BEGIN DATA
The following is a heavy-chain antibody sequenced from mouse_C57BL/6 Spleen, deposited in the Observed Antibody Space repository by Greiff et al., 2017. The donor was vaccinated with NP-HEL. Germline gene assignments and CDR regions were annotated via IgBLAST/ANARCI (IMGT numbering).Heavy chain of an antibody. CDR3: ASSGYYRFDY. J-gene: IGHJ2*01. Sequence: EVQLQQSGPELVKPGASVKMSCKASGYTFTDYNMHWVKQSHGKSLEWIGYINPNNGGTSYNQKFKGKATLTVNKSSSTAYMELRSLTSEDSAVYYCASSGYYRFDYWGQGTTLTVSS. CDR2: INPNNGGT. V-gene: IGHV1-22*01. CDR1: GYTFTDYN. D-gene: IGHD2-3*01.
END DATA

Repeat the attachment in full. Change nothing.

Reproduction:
The following is a heavy-chain antibody sequenced from mouse_C57BL/6 Spleen, deposited in the Observed Antibody Space repository by Greiff et al., 2017. The donor was vaccinated with NP-HEL. Germline gene assignments and CDR regions were annotated via IgBLAST/ANARCI (IMGT numbering).Heavy chain of an antibody. CDR3: ASSGYYRFDY. J-gene: IGHJ2*01. Sequence: EVQLQQSGPELVKPGASVKMSCKASGYTFTDYNMHWVKQSHGKSLEWIGYINPNNGGTSYNQKFKGKATLTVNKSSSTAYMELRSLTSEDSAVYYCASSGYYRFDYWGQGTTLTVSS. CDR2: INPNNGGT. V-gene: IGHV1-22*01. CDR1: GYTFTDYN. D-gene: IGHD2-3*01.